Much of the dilemma about being in debt came down to numbers that I could only comprehend in the abstract. $38,840 at 2.25 percent interest and a notice that in May 2016 the interest would increase to 2.5 percent. A $25,000 loan at 7.5 percent interest, to which my family and I had contributed, over the course of three years, $12,531.12 and on which I now owed $25,933.66. More than what I started out with. I memorized—or, more often, didn’t—seemingly crucial details about my debt that turned out to be comically meaningless: a low interest loan from Perkins was serviced by a company called ACS, which had rebranded to Conduent Education and sent out notices with their new logo and the message “Soon to be Conduent.” Citibank, referring to itself as “Citibank, N.A. (Citibank),” transferred the servicing of my loans to Firstmark, and I had to create an account with Firstmark. Sallie Mae’s lending arm spun off into an independent company called Navient, which became the country’s largest supplier of private student loans, and eventually sold a portion of my debt to a lender called Great Lakes. In 2017, the Consumer Financial Protection Bureau sued Navient for deliberately creating problems for borrowers trying to pay off a loan by supplying them with faulty information—for instance, according to the litigation, encouraging borrowers to enter payment plans that temporarily postponed bills instead of enrolling them in repayment plans that promised forgiveness after years of steady payment. This lawsuit seemed bathed in significance, but of course resulted in nothing at all, save for a widely circulated public statement from Navient claiming, “There is no expectation that the servicer will act in the interest of the consumer.” When I received a notice from Navient in February 2017 that my monthly payments would be increasing, for reasons I did not comprehend, the email came with a note at the bottom saying, “We’re here to help: We’re happy to help you navigate your options, provide you with resources, and answer any questions you have as you repay your loans.” The company’s motto is, hilariously, “Solutions for your success.”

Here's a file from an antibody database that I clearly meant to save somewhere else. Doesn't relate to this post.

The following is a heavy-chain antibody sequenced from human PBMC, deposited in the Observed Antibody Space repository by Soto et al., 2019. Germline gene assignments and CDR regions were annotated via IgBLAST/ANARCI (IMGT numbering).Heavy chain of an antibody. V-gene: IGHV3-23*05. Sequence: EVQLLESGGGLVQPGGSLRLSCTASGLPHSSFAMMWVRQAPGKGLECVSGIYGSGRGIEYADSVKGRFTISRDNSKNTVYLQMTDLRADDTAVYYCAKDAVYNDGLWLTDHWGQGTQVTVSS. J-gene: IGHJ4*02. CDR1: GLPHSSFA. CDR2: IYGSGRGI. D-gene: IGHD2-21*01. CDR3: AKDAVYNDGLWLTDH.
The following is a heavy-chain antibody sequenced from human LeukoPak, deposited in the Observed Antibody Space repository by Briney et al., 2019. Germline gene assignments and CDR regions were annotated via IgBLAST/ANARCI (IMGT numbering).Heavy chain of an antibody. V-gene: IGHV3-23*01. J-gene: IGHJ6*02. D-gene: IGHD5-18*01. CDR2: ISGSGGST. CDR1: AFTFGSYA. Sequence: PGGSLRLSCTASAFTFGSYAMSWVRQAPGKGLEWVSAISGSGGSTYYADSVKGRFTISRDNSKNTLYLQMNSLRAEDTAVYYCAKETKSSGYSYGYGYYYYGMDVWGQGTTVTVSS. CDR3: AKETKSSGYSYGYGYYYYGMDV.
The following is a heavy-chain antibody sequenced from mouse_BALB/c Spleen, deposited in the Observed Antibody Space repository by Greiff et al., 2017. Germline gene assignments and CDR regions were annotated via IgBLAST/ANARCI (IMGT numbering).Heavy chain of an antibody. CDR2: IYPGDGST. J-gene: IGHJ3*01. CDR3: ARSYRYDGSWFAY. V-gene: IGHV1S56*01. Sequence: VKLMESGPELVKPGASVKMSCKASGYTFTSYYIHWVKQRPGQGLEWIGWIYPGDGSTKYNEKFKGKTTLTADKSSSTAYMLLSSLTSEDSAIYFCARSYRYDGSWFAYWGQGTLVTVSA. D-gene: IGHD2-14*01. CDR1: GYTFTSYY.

These announcements flooded my inbox with the subject line “Important Information,” but none of them altered my fate. Sometimes the the monthly payments would go up, sometimes my salary would go up, sometimes I made a check out to a different company. The only stable thing was the money I owed, which never seemed to get any lower. And so the cash would go out to the various lenders with the blind hope that it was the right amount and going to the correct place and, on top of everything, a dreadful anticipation that any day now I would hear from the credit bureau and my life would somehow bottom out. In some twisted way, I wanted it to happen. My mother’s cancer went into remission and both of my parents found, in their sixties, new careers in New York. I maintained steady employment in journalism since finishing school, and in 2016 I was hired as an editor at the New York Times. Was it possible we had become lucky? I had spent so much time wondering what life’s nadir looked like that I was now curious whether it had already come and gone.